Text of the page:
HC Deb 22 January 1980 vol 977 cc206-11
Miss Richardson (by private notice)

asked the Secretary of State for Employment whether he is aware of the explosions which occurred on Thames View Estate, Barking, last night, causing the evacuation of the whole estate, and whether he will make a statement.

The Under-Secretary of State for Employment (Mr. Patrick Mayhew)

At about 8.20 pm yesterday, a fire was reported at Womersley Boome Chemicals Ltd., River Road, Barking. The company, which employs about 15 persons, stores, breaks down from bulk and distributes a range of chemicals. There were included on the premises last night about 2 tons of sodium chlorate and lesser amounts of sodium cyanide and potassium cyanide, as well as varying quantities of flammable liquids and other chemicals.

The fire brigade arrived at approximately 8.30 pm, and while it was fighting the fire two small explosions occurred, after which the firemen withdrew to assess the situation.

There then followed a larger explosion in an area where the sodium chlorate was stored. This explosion caused severe structural damage to the single storey building. No damage was caused to any buildings outside the factory perimeter.

The chief scientific officer of the chemical incident unit of the London Fire Brigade, believing that there was a risk of poisonous fumes from the involvement of other chemicals, advised that there should be an evacuation of the population for at least 1 mile downwind, as a result of which some 6,000 persons were evacuated.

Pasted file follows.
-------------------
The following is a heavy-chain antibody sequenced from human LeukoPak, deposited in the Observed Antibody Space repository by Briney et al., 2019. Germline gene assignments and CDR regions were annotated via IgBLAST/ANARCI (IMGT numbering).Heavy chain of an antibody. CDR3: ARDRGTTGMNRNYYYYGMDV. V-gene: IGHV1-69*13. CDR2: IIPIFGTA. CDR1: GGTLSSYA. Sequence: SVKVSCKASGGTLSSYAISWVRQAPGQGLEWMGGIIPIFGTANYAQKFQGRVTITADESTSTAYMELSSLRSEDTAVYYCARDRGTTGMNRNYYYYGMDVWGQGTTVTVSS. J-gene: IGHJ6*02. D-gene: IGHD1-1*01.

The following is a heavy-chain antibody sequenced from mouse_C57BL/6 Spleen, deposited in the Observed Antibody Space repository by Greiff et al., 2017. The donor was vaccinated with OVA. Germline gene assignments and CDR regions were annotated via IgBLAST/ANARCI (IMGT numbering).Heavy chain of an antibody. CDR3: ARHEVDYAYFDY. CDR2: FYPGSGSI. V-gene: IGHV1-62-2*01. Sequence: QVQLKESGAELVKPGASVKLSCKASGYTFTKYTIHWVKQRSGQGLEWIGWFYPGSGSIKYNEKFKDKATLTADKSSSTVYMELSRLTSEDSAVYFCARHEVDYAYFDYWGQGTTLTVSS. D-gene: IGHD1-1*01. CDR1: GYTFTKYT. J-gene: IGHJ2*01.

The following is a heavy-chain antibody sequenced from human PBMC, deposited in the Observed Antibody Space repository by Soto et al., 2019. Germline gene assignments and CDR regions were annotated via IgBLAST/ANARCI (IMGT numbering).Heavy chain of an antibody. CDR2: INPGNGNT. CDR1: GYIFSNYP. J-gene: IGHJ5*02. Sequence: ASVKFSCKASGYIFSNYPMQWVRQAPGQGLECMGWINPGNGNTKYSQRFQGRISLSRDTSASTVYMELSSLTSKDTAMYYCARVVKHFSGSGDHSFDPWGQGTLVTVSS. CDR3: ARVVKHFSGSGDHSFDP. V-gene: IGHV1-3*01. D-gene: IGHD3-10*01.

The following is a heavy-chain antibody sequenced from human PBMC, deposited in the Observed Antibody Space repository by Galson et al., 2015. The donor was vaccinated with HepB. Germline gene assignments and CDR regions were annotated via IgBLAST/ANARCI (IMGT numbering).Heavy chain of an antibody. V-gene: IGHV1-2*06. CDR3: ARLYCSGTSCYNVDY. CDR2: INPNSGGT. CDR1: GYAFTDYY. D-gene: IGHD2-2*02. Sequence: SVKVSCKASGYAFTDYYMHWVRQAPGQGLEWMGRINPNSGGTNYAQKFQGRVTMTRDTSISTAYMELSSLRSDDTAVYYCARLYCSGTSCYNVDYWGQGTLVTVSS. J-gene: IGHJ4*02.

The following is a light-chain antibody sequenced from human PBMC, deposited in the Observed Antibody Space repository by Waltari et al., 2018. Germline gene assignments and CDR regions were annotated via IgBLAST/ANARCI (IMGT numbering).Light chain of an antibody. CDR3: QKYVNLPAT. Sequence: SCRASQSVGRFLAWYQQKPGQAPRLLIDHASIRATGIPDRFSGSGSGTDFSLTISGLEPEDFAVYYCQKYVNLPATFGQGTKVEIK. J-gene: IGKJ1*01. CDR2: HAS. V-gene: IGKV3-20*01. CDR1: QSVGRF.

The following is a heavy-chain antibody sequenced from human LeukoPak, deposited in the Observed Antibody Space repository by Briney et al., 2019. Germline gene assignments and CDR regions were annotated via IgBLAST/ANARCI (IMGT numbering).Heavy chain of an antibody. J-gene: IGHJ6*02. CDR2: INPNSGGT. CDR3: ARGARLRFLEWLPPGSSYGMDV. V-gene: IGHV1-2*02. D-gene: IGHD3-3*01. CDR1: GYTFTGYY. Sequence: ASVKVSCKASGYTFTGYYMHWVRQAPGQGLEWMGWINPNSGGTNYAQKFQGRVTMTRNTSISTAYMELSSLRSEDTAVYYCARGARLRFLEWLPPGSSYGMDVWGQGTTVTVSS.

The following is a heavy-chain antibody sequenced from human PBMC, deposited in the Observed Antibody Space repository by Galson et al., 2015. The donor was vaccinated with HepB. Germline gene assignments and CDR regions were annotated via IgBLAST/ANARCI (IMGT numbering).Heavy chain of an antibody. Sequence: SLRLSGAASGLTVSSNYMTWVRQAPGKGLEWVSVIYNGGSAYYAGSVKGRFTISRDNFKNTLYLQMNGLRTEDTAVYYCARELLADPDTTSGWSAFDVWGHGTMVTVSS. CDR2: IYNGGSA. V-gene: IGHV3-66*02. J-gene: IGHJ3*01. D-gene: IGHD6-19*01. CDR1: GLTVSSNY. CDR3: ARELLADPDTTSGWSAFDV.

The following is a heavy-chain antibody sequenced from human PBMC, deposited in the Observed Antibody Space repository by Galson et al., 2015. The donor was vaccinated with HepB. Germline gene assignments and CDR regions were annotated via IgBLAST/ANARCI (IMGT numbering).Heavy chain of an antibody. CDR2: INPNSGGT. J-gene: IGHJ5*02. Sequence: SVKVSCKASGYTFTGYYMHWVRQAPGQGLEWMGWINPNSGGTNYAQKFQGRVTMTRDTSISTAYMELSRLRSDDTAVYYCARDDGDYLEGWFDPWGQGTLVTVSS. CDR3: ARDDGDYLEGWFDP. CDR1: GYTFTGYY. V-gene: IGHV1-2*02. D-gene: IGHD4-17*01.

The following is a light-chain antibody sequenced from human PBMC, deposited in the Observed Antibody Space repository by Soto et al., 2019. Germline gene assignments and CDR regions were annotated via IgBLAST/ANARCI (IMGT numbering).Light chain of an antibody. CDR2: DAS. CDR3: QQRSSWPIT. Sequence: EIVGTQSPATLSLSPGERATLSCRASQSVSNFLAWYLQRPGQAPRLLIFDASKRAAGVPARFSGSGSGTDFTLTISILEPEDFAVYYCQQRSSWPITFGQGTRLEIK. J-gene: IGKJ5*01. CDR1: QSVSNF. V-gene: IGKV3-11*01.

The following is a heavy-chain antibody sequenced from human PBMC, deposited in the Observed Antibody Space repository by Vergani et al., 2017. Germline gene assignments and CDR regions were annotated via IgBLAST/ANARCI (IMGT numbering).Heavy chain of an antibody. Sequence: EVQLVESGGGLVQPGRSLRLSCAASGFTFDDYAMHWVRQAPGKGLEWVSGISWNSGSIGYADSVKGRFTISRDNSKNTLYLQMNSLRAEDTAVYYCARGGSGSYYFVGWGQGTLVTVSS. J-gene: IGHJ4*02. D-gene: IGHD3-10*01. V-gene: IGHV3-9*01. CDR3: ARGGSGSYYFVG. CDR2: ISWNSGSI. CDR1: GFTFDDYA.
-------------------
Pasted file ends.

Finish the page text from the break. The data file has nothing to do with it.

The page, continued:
There is no present evidence that poisonous gas clouds resulted from the involvement of the chemicals, although large quantities of dark smoke were given off from the combustion of the plastic packaging. In the event, we have had no reports of injuries to members of the public. I understand that several members of the fire brigade, unfortunately, received minor injuries as a result of the explosions.

A factory inspector paid routine visits to the premises in February and March of last year, and, although nothing of serious concern was noted, the firm was given advice about the storage of highly flammable liquids and on the segregation of chemicals.

Factory inspectors began their investigation late last night, and this is continuing. Preliminary indications so far are that the fire began in the locker room. As soon as the investigation by the Health and Safety Executive has been completed, the findings and any recommendations will be made public.

Miss Richardson

I hope that you will allow me, Mr. Speaker, to pay tribute to the London borough of Barking and to the police, who carried out a most fantastic evacuation operation last night—it is no mean task to move 6,000 people—and to voluntary workers and council workers who turned up, unasked, to help with tea, food and so on. I think that they should be thanked, as well as the London Fire Brigade. We are very sorry that some firemen were injured. I should particularly like to thank my constituents for the fortitude and humour with which they withstood this almost war-time experience. When I was there at 7.30 this morning, they were either back at work or on their way to work.